In the end I decided those worried for me might underestimate my Machiavellian streak and that as long as I read from a carefully written speech and posted it here afterwards, it would probably do more good than harm.
So for those who are interested, a copy of the speech I gave is below. I think on balance it was valuable. There was a good mix of 3rd sector and corporate representatives though I can't share who as the meeting was held under Chatham House rules. Nonetheless I insisted on sharing my speech with you all and the Unum representatives readily agreed.
I hope you think that what I said was valuable.
"It's was a very, very, difficult decision for me to come here today. Not physically, but ethically. Rightly or wrongly, the sick and disabled people and their organisations I usually speak to, believe that the corporate world is a cruel and callous one. One concerned only with profit and tax receipts. Can we really blame them after the many mistakes of the last decade or so? There are few companies that know this better than Unum.
But we can't stay in that place of mutual mistrust and justifiable fear forever. At some point, both worlds have to be prepared to listen to each other and find a better way forward. People will only suffer until we do.
That’s why, after much deliberation, I decided to accept the invitation to come here and speak today. 2 hours ago I was in a hospital bed, hooked up to an IV feed pumping calories directly to my heart. I didn’t look like this either. I've spent 8 weeks of the previous 12 in hospital, I've had major surgery to remove yet another 50cms of my bowel. I have less bowel than I need to sustain myself with food alone and I've had over 36 blockages causing obstruction and terrible symptoms.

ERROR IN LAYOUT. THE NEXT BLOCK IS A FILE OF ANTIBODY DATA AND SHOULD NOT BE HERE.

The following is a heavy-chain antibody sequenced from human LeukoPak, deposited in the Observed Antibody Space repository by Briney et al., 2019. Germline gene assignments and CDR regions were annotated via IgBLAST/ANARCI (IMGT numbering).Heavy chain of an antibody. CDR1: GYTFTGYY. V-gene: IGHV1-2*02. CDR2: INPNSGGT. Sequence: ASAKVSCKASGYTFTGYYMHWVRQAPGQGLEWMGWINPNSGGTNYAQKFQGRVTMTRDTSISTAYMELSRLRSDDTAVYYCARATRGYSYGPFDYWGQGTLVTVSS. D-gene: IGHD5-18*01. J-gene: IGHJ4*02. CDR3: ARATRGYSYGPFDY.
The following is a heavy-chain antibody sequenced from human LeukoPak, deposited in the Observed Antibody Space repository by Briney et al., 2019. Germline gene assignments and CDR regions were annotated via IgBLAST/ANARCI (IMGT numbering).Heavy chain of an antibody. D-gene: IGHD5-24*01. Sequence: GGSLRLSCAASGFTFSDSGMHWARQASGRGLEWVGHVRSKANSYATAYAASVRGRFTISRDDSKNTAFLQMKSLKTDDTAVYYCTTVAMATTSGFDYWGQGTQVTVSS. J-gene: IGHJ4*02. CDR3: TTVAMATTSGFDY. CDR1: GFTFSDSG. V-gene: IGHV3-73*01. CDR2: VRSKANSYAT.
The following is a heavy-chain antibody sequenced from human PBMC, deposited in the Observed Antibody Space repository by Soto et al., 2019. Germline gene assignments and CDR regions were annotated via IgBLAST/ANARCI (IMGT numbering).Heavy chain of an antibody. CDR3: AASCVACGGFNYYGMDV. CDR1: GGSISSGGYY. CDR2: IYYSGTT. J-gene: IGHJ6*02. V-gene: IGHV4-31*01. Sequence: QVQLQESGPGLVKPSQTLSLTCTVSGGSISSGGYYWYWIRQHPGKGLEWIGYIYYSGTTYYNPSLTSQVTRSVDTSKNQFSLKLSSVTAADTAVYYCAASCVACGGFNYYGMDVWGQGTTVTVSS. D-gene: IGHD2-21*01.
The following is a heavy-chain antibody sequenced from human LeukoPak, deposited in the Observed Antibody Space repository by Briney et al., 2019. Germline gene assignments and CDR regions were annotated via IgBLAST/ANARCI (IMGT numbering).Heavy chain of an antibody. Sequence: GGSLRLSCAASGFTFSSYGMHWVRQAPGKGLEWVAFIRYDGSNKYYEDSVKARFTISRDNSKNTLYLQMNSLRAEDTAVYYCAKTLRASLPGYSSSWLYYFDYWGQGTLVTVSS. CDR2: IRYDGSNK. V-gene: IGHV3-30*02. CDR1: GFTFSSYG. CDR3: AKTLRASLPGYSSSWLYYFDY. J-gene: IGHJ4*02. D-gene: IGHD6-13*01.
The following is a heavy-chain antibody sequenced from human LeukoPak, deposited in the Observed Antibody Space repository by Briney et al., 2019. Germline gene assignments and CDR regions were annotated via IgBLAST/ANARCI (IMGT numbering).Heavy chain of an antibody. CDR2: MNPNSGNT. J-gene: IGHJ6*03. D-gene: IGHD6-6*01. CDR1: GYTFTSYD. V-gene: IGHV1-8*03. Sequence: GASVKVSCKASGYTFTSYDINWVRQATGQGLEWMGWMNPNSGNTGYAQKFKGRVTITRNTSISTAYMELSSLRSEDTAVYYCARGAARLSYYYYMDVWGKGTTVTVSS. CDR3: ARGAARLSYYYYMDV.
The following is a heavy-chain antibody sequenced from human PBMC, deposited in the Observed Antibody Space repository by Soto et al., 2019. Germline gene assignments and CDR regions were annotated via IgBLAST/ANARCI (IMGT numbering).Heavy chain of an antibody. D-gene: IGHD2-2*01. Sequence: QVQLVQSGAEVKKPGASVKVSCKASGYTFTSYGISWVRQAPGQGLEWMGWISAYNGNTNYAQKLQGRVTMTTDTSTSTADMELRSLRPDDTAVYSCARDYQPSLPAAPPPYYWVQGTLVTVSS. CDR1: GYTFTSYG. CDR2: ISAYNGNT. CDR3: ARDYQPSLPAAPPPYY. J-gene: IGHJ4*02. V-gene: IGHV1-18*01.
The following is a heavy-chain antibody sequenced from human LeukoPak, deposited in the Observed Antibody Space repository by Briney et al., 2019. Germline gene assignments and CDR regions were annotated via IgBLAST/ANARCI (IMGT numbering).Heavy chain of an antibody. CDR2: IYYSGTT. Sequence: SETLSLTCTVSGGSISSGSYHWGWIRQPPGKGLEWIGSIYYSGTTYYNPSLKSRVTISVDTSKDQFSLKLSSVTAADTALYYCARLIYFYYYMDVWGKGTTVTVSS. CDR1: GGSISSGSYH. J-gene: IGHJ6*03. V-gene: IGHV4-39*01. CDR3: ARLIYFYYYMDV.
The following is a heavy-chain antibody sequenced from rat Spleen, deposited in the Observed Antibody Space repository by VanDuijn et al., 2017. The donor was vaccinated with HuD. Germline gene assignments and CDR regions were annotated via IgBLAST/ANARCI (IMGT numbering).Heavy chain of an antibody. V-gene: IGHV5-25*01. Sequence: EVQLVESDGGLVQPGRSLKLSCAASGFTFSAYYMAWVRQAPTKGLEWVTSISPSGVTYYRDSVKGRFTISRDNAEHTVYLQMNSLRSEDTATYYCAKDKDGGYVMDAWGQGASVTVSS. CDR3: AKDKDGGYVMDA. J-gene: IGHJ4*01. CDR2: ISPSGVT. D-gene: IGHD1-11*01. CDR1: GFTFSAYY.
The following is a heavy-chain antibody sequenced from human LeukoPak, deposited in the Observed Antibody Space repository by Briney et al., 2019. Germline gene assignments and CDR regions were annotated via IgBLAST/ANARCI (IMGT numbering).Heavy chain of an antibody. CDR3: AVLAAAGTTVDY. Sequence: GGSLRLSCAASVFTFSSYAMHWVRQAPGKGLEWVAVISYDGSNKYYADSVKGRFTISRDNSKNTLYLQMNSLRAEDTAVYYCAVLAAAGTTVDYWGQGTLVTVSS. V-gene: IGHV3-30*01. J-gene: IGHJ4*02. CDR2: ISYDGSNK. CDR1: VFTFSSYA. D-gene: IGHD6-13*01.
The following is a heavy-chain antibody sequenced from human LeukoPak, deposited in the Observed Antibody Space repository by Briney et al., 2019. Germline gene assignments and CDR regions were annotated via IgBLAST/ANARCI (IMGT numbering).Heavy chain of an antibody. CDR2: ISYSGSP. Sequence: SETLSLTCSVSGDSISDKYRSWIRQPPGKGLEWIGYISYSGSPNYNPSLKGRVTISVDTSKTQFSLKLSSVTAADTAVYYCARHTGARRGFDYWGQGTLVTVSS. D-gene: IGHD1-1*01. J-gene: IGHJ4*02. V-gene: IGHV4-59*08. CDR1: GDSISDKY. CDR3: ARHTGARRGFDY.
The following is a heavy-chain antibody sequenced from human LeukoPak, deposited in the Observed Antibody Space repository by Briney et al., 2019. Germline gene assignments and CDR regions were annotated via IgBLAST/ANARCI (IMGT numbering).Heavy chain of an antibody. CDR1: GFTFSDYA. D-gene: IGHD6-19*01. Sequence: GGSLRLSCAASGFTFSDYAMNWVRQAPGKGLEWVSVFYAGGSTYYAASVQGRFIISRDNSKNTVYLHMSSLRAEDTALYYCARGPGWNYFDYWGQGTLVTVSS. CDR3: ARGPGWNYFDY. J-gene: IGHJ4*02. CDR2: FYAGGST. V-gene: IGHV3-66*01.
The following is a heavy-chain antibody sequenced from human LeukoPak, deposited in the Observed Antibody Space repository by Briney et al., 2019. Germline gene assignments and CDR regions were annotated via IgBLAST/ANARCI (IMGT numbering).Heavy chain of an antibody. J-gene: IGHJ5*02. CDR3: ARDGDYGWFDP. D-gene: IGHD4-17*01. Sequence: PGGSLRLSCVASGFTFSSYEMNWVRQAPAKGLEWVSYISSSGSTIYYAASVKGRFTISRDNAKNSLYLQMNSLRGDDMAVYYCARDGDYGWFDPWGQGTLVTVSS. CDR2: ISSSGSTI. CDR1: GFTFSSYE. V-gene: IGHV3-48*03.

However, in those 3 months, I’ve written 28 articles, given 4 media interviews, taken part in one radio show, advised a TV channel on an inequality programme they are making, spoken at 2 events and attended one gala dinner. I have had 3 meetings with politicians and supported countless disability campaigns through social media. All from a hospital bed.
If anything proves that we can enable people with long term illnesses to achieve fulfilling work lives, it's this. There are ways of enabling those who choose (emphasis) to continue to work to do so, no matter how limiting their conditions. I am entirely my own boss, I can choose when I can manage to work and when I can't. I can pace myself, and set my own deadlines. If I can do it, then so can an employer. I know, because I have enabled hundreds of sick and disabled people to do exactly the same. If I can urge you all to do just one thing after today, please read the comments below an article on my blog, (the Diary of a Benefit Scrounger) entitled “I am Spartacus and I….." I believe it will transform the way you see this issue.